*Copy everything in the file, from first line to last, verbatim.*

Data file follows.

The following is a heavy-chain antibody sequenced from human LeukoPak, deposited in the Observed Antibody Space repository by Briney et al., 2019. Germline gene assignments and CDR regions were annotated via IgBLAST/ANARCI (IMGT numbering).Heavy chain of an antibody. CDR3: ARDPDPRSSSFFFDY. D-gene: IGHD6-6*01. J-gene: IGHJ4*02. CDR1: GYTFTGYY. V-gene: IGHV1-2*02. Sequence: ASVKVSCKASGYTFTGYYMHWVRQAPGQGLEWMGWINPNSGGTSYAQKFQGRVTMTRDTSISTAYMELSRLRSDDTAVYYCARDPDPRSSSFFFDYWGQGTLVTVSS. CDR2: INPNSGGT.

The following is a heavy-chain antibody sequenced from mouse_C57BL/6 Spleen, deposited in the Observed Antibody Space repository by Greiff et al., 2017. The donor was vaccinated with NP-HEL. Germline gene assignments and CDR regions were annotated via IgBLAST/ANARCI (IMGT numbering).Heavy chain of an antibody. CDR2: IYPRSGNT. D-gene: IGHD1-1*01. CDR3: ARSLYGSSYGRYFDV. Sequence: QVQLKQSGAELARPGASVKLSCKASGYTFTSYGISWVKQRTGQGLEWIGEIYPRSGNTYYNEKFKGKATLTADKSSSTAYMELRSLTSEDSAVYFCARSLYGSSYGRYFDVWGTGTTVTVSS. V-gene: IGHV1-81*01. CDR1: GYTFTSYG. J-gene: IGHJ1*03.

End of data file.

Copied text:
The following is a heavy-chain antibody sequenced from human LeukoPak, deposited in the Observed Antibody Space repository by Briney et al., 2019. Germline gene assignments and CDR regions were annotated via IgBLAST/ANARCI (IMGT numbering).Heavy chain of an antibody. CDR3: ARDPDPRSSSFFFDY. D-gene: IGHD6-6*01. J-gene: IGHJ4*02. CDR1: GYTFTGYY. V-gene: IGHV1-2*02. Sequence: ASVKVSCKASGYTFTGYYMHWVRQAPGQGLEWMGWINPNSGGTSYAQKFQGRVTMTRDTSISTAYMELSRLRSDDTAVYYCARDPDPRSSSFFFDYWGQGTLVTVSS. CDR2: INPNSGGT.

The following is a heavy-chain antibody sequenced from mouse_C57BL/6 Spleen, deposited in the Observed Antibody Space repository by Greiff et al., 2017. The donor was vaccinated with NP-HEL. Germline gene assignments and CDR regions were annotated via IgBLAST/ANARCI (IMGT numbering).Heavy chain of an antibody. CDR2: IYPRSGNT. D-gene: IGHD1-1*01. CDR3: ARSLYGSSYGRYFDV. Sequence: QVQLKQSGAELARPGASVKLSCKASGYTFTSYGISWVKQRTGQGLEWIGEIYPRSGNTYYNEKFKGKATLTADKSSSTAYMELRSLTSEDSAVYFCARSLYGSSYGRYFDVWGTGTTVTVSS. V-gene: IGHV1-81*01. CDR1: GYTFTSYG. J-gene: IGHJ1*03.